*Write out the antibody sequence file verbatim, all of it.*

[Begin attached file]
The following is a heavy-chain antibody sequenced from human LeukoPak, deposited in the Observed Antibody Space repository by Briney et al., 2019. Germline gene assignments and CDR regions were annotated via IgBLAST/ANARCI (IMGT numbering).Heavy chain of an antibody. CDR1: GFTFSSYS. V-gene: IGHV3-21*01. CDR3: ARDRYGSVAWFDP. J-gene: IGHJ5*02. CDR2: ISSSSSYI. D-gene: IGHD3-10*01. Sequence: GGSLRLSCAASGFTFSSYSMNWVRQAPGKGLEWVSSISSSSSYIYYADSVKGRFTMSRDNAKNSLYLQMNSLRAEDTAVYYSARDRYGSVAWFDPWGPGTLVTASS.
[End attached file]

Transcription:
The following is a heavy-chain antibody sequenced from human LeukoPak, deposited in the Observed Antibody Space repository by Briney et al., 2019. Germline gene assignments and CDR regions were annotated via IgBLAST/ANARCI (IMGT numbering).Heavy chain of an antibody. CDR1: GFTFSSYS. V-gene: IGHV3-21*01. CDR3: ARDRYGSVAWFDP. J-gene: IGHJ5*02. CDR2: ISSSSSYI. D-gene: IGHD3-10*01. Sequence: GGSLRLSCAASGFTFSSYSMNWVRQAPGKGLEWVSSISSSSSYIYYADSVKGRFTMSRDNAKNSLYLQMNSLRAEDTAVYYSARDRYGSVAWFDPWGPGTLVTASS.